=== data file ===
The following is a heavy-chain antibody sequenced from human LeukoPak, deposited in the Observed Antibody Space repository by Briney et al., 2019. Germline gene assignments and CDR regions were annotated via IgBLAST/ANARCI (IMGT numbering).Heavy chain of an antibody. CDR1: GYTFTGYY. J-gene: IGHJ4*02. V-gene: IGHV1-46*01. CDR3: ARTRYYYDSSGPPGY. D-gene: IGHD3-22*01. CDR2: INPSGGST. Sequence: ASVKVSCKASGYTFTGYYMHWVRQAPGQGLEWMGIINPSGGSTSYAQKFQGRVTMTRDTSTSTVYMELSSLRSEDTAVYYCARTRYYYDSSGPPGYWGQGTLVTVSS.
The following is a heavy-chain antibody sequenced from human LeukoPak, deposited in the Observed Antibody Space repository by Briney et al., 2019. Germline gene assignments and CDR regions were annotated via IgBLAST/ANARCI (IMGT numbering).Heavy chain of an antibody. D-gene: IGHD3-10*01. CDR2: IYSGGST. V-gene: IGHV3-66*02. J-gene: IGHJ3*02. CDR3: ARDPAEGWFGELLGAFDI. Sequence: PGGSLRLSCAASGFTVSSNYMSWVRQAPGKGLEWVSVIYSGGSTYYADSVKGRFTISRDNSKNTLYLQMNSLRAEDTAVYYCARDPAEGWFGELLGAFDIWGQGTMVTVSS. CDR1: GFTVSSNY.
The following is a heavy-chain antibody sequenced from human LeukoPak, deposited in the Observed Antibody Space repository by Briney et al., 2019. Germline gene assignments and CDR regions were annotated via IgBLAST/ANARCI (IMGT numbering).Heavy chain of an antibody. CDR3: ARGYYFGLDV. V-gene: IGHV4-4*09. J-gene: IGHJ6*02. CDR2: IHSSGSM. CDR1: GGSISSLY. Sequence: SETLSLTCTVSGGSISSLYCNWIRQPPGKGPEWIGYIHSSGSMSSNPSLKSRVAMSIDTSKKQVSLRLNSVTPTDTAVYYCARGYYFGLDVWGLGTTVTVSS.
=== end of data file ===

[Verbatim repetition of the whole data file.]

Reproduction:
The following is a heavy-chain antibody sequenced from human LeukoPak, deposited in the Observed Antibody Space repository by Briney et al., 2019. Germline gene assignments and CDR regions were annotated via IgBLAST/ANARCI (IMGT numbering).Heavy chain of an antibody. CDR1: GYTFTGYY. J-gene: IGHJ4*02. V-gene: IGHV1-46*01. CDR3: ARTRYYYDSSGPPGY. D-gene: IGHD3-22*01. CDR2: INPSGGST. Sequence: ASVKVSCKASGYTFTGYYMHWVRQAPGQGLEWMGIINPSGGSTSYAQKFQGRVTMTRDTSTSTVYMELSSLRSEDTAVYYCARTRYYYDSSGPPGYWGQGTLVTVSS.
The following is a heavy-chain antibody sequenced from human LeukoPak, deposited in the Observed Antibody Space repository by Briney et al., 2019. Germline gene assignments and CDR regions were annotated via IgBLAST/ANARCI (IMGT numbering).Heavy chain of an antibody. D-gene: IGHD3-10*01. CDR2: IYSGGST. V-gene: IGHV3-66*02. J-gene: IGHJ3*02. CDR3: ARDPAEGWFGELLGAFDI. Sequence: PGGSLRLSCAASGFTVSSNYMSWVRQAPGKGLEWVSVIYSGGSTYYADSVKGRFTISRDNSKNTLYLQMNSLRAEDTAVYYCARDPAEGWFGELLGAFDIWGQGTMVTVSS. CDR1: GFTVSSNY.
The following is a heavy-chain antibody sequenced from human LeukoPak, deposited in the Observed Antibody Space repository by Briney et al., 2019. Germline gene assignments and CDR regions were annotated via IgBLAST/ANARCI (IMGT numbering).Heavy chain of an antibody. CDR3: ARGYYFGLDV. V-gene: IGHV4-4*09. J-gene: IGHJ6*02. CDR2: IHSSGSM. CDR1: GGSISSLY. Sequence: SETLSLTCTVSGGSISSLYCNWIRQPPGKGPEWIGYIHSSGSMSSNPSLKSRVAMSIDTSKKQVSLRLNSVTPTDTAVYYCARGYYFGLDVWGLGTTVTVSS.